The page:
The 18" cooking grate gives you 254 square inches of cooking area with the grate set down into the belly of the beast, and you can add another grate increasing the cooking area to 460 square inches. The lower air intake is a sliding door that gives you very good control but removing ash through it is tricky because the opening is small and the floor of the inside is slightly below the door. They sell an optional tool to help.
Like most kamados, it cannot be set up for true 2-zone cooking, an essential technique easily done on other charcoal grills by piling coal to one side to create a direct and indirect zone simultaneously. A few exceptions exist, such as Primo's Oval Kamados. One useful device that is a match made in heaven for any kamado is the BBQ Dragon, a well-made, battery operated, clip on, variable speed fan that can convert a charcoal bed from quiet gray to rip roaring red hot in a matter of minutes. Very good for switching gears from low and slow to searing hot. Click here to read more about Kamado and Ceramic Grills and Smokers.
The chimney has a dial cast stainless steel damper with holes and the ability to slide the damper out of the way completely. There is no way to keep rain out of the chimney if it is open. The cooking grate has a hinge that lets you drop in more coals or wood chunks too large for the wood chip slot. The lid and body are held together by a stainless steel hinge with springs attached to stainless steel bands around the girth of each section. The model I looked at did not have a lot of tension on the springs. Although the springs made opening the lid fairly easy, you don't want to let 'er go as you are lowering it or I fear it will come crashing down on the body and shatter one or the other. The felt gaskets between them may cushion the fall, but I fear bad things if you let the lid slip.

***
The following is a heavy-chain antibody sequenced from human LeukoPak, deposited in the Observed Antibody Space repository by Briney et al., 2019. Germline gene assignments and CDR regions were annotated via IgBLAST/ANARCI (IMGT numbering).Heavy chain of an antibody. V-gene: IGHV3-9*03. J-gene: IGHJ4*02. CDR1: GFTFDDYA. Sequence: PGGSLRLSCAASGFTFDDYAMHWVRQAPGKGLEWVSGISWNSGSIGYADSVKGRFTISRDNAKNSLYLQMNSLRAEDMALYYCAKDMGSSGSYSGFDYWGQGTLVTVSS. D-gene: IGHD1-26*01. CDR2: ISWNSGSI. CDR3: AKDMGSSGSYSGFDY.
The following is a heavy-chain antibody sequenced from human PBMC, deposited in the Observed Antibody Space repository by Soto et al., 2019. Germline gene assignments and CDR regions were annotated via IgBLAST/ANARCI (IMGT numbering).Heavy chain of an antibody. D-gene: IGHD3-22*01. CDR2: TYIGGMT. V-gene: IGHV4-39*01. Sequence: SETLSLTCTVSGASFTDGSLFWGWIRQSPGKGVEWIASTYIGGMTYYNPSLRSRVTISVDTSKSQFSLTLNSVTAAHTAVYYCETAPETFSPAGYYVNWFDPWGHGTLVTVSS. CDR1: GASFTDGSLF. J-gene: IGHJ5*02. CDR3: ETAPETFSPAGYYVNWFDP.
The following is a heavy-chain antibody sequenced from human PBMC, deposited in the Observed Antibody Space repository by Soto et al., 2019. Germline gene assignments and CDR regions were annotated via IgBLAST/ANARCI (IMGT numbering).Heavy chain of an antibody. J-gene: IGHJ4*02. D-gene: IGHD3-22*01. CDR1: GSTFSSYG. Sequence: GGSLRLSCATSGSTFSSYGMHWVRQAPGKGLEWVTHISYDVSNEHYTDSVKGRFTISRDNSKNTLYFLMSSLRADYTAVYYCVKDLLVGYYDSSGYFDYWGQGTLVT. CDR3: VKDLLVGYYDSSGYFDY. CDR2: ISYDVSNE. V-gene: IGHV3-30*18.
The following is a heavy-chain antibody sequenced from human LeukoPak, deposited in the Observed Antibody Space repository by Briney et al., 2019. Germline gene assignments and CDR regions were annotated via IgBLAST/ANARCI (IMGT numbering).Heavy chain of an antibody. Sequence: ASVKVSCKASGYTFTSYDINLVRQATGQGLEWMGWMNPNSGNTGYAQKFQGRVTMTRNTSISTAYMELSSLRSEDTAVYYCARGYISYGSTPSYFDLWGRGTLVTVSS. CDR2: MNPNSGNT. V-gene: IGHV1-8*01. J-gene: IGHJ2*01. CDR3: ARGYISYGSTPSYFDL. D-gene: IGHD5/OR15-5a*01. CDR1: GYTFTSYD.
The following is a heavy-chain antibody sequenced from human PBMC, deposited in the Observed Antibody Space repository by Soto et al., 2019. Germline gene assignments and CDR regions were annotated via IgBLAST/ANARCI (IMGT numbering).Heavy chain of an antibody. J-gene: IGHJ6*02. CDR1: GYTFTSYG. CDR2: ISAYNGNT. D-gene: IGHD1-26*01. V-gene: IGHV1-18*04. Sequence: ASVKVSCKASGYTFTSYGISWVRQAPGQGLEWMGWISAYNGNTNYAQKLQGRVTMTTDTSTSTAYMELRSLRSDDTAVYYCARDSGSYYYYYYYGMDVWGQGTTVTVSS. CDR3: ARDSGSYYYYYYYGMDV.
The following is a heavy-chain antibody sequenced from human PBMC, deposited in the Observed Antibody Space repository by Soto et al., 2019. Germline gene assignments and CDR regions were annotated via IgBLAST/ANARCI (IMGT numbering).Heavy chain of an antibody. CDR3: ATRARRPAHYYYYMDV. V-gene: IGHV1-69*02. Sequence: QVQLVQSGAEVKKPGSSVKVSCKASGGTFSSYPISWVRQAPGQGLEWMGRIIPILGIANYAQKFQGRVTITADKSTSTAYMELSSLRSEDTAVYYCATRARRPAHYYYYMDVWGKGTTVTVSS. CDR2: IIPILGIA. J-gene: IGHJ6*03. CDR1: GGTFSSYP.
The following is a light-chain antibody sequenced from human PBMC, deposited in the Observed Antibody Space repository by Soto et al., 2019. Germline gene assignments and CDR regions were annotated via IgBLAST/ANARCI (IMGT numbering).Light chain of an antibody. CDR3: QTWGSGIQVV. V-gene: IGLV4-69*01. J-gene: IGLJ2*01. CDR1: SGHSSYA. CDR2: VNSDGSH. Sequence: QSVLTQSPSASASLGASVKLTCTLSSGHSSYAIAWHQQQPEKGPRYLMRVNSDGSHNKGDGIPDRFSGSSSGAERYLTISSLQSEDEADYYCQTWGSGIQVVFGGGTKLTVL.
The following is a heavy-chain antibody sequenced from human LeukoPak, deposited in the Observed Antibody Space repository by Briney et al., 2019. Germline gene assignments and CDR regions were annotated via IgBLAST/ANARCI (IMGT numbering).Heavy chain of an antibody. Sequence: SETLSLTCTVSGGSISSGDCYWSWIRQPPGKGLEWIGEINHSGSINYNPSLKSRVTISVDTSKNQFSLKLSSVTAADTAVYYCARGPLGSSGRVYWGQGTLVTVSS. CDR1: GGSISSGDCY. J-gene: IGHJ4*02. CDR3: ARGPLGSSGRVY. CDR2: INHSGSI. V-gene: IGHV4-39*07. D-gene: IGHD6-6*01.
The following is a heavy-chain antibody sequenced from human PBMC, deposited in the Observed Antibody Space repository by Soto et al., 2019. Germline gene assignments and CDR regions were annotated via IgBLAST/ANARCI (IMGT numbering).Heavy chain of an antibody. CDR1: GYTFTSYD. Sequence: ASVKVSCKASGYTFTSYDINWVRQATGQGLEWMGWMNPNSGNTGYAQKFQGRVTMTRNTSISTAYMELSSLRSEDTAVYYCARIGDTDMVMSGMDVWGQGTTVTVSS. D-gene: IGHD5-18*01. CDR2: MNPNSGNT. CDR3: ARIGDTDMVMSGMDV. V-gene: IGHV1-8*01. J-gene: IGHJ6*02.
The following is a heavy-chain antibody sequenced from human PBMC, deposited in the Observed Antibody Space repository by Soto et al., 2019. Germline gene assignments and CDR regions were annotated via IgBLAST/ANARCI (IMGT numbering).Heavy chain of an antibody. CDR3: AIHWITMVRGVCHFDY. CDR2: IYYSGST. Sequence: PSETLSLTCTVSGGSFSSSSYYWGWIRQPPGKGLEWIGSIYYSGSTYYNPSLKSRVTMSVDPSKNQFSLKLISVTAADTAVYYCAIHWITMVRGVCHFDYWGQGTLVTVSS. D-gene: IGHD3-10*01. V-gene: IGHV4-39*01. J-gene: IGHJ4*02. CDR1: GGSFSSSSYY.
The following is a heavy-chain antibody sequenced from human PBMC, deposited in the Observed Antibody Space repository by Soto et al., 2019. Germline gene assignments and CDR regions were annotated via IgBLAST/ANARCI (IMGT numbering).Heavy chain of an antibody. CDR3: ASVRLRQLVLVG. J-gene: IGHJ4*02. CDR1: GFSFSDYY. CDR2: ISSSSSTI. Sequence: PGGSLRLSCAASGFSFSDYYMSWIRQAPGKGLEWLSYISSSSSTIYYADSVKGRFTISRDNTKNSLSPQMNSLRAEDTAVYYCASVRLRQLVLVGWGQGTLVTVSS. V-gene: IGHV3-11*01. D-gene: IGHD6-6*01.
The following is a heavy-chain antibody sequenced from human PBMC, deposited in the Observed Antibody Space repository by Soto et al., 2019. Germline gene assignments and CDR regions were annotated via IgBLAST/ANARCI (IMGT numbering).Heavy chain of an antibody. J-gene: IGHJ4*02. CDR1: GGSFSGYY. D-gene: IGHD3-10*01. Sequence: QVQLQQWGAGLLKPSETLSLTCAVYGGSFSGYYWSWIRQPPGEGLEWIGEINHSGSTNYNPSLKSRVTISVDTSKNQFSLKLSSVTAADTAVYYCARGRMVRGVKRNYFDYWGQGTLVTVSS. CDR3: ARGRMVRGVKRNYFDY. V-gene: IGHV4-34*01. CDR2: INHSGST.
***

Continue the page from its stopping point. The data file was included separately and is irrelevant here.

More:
The stainless steel cart is solid and good looking with locking wheels, and you can purchase winged tables or a beautiful wooden cart with a granite top. It is available in several baked enamel colors and the table is available in several beautiful woods. Other options are the heat deflector for indirect cooking (this really should be standard on all ceramics), a pizza stone, and a steel gizmo that raises the cooking grate to lip level.
Looked Closely At It
We have seen this product up close and we have also gathered info from the manufacturer, owners, and other reliable sources.
Similar in design and concept to the other egg shaped kamados, the most unique feature of the Saffire is an optional slot in the front that allows you to feed wood chips without opening the lid and disturbing the critical oxygen balance and hence the temp. Another differentiator is that all metal is stainless steel except the charcoal grate which is cast iron. It also has a ceramic heat deflector and has a hinge design that facilitates dropping it easily into a circle cut out for built-in installations.
Available on-line and at hearth and patio indy dealers.